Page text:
While some aspects of Apple’s upcoming 5G-enabled iPhone 12 lineup seem all-but-confirmed at this point, whatever the company’s plans are for 5G still remain up in the air a bit.

At least, that’s the gist from a range of analysts over the last few months, and today’s latest report doesn’t change anything, unfortunately. MacRumors has a round-up of some of the latest research and investor notes from analysts talking about Apple’s plans for a 5G-enabled iPhone, with the expectation being that Apple is going to probably stagger the launch in some way or another as it faces the global health crisis and other issues related to the hardware.

Apple’s own antenna-in-package (AiP) module for mmWave iPhones may be part of the issue.

Last week, analyst Jeff Pu, writing a research note for GF Securities, said that Apple’s AiP may be more of a drain on battery life than expected. And, if that is indeed the case, Apple will likely rework the hardware in an effort to make that not the case, because a major hit to battery life will not go over well for consumers. Pu also believes that the current global coronavirus epidemic is going to play a huge role in the rollout of new iPhones later this year.

Per the note:

Apart from the epidemic, the power consumption of the AiP module may also affect the launch schedule of the mmWave version.

Going further, Blayne Curtis and Thoms O’Malley, analysts with Barclays, say that “recent data points” suggest Apple is likely not going to be able to launch its mmWave iPhones before the end of 2020. If that sounds familiar, it’s because we heard a similar report back in January, suggesting Apple may have to delay its mmWave-equipped iPhones 12 models until December 2020 or until sometime in early 2021.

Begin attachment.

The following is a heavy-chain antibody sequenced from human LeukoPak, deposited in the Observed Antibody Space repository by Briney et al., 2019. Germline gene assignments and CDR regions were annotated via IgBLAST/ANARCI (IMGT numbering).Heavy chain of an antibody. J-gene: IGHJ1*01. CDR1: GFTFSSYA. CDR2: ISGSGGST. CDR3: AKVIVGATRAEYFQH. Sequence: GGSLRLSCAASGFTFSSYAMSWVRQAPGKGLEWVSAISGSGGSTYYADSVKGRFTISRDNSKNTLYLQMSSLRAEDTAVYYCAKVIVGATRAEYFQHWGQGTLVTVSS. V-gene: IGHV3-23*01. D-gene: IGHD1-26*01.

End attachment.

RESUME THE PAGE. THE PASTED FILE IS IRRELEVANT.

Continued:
Now, nothing is set in stone, and we certainly have no firm details on what Apple is actually going to do. However, earlier this year analyst Ming-Chi Kuo said that Apple would launch all of its iPhone 12 models with both the faster mmWave and farther-reaching sub-6GHz at the same time, and that they would all launch in the fall window of this year. But that was back in January, before the global health crisis broke down just about every industry on the planet in one way or another. Since then, Kuo has not released another research note suggesting Apple’s plans may have changed.

Keep in mind that we’ve also heard Apple is facing the possible decision of simply delaying its 5G iPhone 12 lineup completely later this year, and all models may launch months after the planned September release.

Basically, the only thing we know right now is that Apple is definitely working on iPhone models that support 5G connectivity. But we don’t know what the launch looks like, and it’s possible that some future iPhone owners will have to wait a bit longer to buy their next daily carry. But waiting a bit longer isn’t a bad thing, right?

The question is, would you be willing to wait until early 2021 to get your new iPhone as long as it supported both mmWave and sub-6GHz 5G technologies? Let us know in the comments below.